Posts Tagged ‘SLF’

Spotted Lanternfly Discovered in New York State

Posted on: September 20th, 2018 by Brent Gotsch
Spotted Lanternfly is an emerging invasive species to our region. Photo:  USDA

Spot­ted Lantern­fly is an emerg­ing inva­sive species to our region. Photo: USDA

 

Recently, the New York State Depart­ment of Envi­ron­men­tal Con­ser­va­tion (NYSDEC) and the NYS Depart­ment of Agri­cul­ture and Mar­kets (NYSDAM) announced that Spot­ted Lantern­fly (Lycorma del­i­cat­ula) was dis­cov­ered in Albany and Yates coun­ties. So far only two sin­gle adult insects have been dis­cov­ered but the con­cern is that there could be more. First dis­cov­ered in Penn­syl­va­nia in 2014 Spot­ted Lantern­fly (SLF) has since been found in New Jer­sey, Delaware, Vir­ginia, and now New York.

SLF is an inva­sive species that is native to Asia, specif­i­cally parts of China, India, and Viet­nam. With no native preda­tors to keep its pop­u­la­tion in check, there is con­cern that SLF could have a sig­nif­i­cant impact on our native forests. Although their pri­mary source of food is the Tree of Heaven (Alianthus altissima), an inva­sive species itself which con­trary to pop­u­lar belief grows in more than just Brook­lyn, it has been known to feed on a wide vari­ety of plants includ­ing grapevine, hops, wal­nut and sev­eral types of fruit trees. This has the poten­tial to impact sev­eral multi-billion dol­lar indus­tries includ­ing grape and hop pro­duc­tion, the fruit grow­ers and log­ging. Sev­eral ripar­ian species are also at risk includ­ing maples, oaks, pines, poplars, sycamores, and wil­lows. This, cou­pled with the die-off of hem­locks and ash trees caused by Hem­lock Wooly Adel­gid and Emer­ald Ash Borer, respec­tively, could have severe con­se­quences for ripar­ian cor­ri­dor ecosys­tem health and stability.

 

Spotted Lanternfly egg masses. Photo:  USDA

Spot­ted Lantern­fly egg masses. Photo: USDA

 

SLF lay their eggs between the months of Sep­tem­ber and Decem­ber. Newly laid egg masses have a grey mud-like cov­er­ing that can take on a dry cracked appear­ance over time. Old egg masses appear as rows of 30–50 brown­ish seed-like deposits in 4–7 columns on the trunk that are roughly an inch long. Eggs hatch between the months of May and June. SLF nymphs emerge and are black with bright white spots. At this stage they are roughly the size of a pen­cil eraser. Over the next sev­eral months they grow larger but main­tain their col­ors until between the months of July and Sep­tem­ber where they turn bright red with dis­tinct patches of black and bright white spots. From July through Decem­ber SLF matures into an adult that has wings that are about 1-inch-long that are grey with black spots. When the wings are opened it reveals a red underwing.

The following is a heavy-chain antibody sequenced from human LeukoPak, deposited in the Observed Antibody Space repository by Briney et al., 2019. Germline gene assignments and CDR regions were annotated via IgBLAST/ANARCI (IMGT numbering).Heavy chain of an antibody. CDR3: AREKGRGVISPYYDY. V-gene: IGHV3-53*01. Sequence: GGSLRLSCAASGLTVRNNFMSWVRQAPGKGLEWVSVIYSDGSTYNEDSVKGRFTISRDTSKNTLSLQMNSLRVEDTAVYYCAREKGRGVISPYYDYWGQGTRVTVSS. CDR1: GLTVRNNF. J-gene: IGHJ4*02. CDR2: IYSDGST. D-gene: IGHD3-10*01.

Spotted Lanternfly early stage nymphs (black) and late state nymphs (red). Photo:  USDA

Spot­ted Lantern­fly early stage nymphs (black) and late state nymphs (red). Photo: USDA

 

SLF feeds by using it mouth­parts to pierce and then suck the sap from the trunks, branches, twigs and leaves. This cre­ates a weep­ing wound of sap. As it digests the sap, SLF secretes a sub­stance known as hon­ey­dew. This com­bined with the flow­ing sap tends to col­lect at the base of the trunk and pro­vides a fer­tile area for the growth of fungi and mold that may stunt plant growth or even cause pre­ma­ture death. It may also attract bees, wasps, ants and other insects to the site, fur­ther stress­ing the plant.

If you think you have SLF on your prop­erty please take a pho­to­graph of either the nymph, adult insect, egg mass, or infes­ta­tion sign along with an item for scale (such as coin or ruler) and email them to spottedlanternfly@dec.ny.gov. Be sure to note the loca­tion includ­ing address, inter­sect­ing road, land­marks or GPS coor­di­nates. Also report the infes­ta­tion to iMap­In­va­sives.

For more infor­ma­tion on SLF be sure to visit the NYSDEC Web­site on SLF as well as web­sites devoted to SLF on the Penn­syl­va­nia Depart­ment of Agri­cul­ture and Penn State Exten­sion websites.

Adult Spotted Lanternfly. Photo:  USDA

Adult Spot­ted Lantern­fly. Photo: USDA

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